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Preparation and Reasons to Conduct Sputum Culture Test

Submitted on March 27, 2012

Sputum is the substance that a person coughs up and spits. This substance is produced in the lungs or in the pipes (airways) connected to the lungs and can be used to detect germs that could cause respiratory diseases like pneumonia, bronchitis or tuberculosis. If the tests show the presence of an infectious micro-organisms (bacteria, fungi or virus) then more tests are done to find out which antibiotic will be most effective to eliminate the germ. These tests are referred to as sensitivity tests.  For collecting the sputum sample, you have to cough and spit it out. If you aren't able to do so, the doctor may ask you to inhale an aerosol mist that can make you cough.

Sputum Culture Test

A sputum culture test requires a sample of the sputum to be placed in a container or a tube with elements that encourage bacterial or fungal growth. If no micro-organisms or harmless ones grow the test is negative and hence normal, whereas the presence of harmful bacteria or fungi indicates that the test is positive. This is identified by placing the sample under a microscope or by running a chemical test.

Reasons

Even in a test for sputum cultures, the doctor needs to identify which culture test needs to be administered. The infection caused could be a result of bacterial, fungal or even viral infections. The time taken to test each micro-organism differs. Bacterial infection grows in the culture in twenty-four to forty-eight hours. A fungal infection could take a week and a viral culture could take as long as six weeks for growth and detection. Therefore, a doctor takes this call by judging an individual's symptoms. Typically, these tests are administered when you experience difficulty in breathing or suffer from relentless coughing or any other kind of respiratory discomfort.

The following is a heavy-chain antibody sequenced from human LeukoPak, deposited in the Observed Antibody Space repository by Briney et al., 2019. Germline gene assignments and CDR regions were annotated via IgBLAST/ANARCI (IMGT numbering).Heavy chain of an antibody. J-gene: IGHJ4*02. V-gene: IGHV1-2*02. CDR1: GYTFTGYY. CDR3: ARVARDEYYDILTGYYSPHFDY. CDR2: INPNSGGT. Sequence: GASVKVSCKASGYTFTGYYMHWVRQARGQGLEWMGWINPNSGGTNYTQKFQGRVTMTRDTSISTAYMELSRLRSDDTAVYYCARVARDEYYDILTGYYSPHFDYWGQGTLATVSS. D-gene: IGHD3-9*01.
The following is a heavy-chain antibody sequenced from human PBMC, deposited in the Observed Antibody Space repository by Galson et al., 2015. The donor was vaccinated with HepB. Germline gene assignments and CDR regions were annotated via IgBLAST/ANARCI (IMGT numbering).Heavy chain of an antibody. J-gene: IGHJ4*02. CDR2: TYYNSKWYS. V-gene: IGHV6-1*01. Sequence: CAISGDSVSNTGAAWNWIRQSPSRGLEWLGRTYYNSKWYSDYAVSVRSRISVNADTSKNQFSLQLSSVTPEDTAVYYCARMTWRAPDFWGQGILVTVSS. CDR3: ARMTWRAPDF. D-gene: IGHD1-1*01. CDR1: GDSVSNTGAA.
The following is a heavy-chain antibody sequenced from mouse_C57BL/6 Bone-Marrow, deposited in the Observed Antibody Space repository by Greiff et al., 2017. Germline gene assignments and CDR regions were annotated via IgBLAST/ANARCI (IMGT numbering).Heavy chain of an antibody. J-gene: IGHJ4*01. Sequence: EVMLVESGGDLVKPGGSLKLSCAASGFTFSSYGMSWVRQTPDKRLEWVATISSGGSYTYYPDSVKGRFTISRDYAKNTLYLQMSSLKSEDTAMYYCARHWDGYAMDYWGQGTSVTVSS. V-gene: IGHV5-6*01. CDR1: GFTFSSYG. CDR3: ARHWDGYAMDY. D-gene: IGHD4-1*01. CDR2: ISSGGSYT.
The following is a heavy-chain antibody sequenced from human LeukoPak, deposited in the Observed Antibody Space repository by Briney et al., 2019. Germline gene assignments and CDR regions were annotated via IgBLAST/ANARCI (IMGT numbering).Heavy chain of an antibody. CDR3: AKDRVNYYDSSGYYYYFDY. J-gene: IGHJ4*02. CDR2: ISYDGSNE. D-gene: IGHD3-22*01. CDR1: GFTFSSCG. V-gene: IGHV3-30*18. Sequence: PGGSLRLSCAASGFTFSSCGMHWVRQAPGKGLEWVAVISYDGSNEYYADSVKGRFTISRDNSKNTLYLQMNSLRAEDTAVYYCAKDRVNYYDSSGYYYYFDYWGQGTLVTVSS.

In all cases, be it a sputum culture test for bacterial, fungal or viral infection, the sample has to be collected in a sterile container and should not have any contamination from the mouth or saliva of the individual. In fact, if you are asked to give a sputum sample, you have to try and spit it out with as minimal contact with the mouth as possible. This is because your mouth and saliva have germs that could contaminate the sputum sample.

Preparation

Sputum samples are usually collected first thing in the morning before you eat or drink anything. Also usually you're expected to not eat anything at least six hours before the test and no fluids at least two hours before. Also, if the sample is being collected for tuberculosis, then this sample is collected three or four days in a row. Do not use any mouthwash before the test, as these contain anti-bacterial substances that can affect the outcome of the test. So too is the case with antibiotics, so if you have taken any recently, inform your doctor about it.

One small smear from the sputum sample is used firstly for a gram stain. The rest of the sample is then smeared over different plates of culture and kept in an incubator at body temperature for a couple of days.

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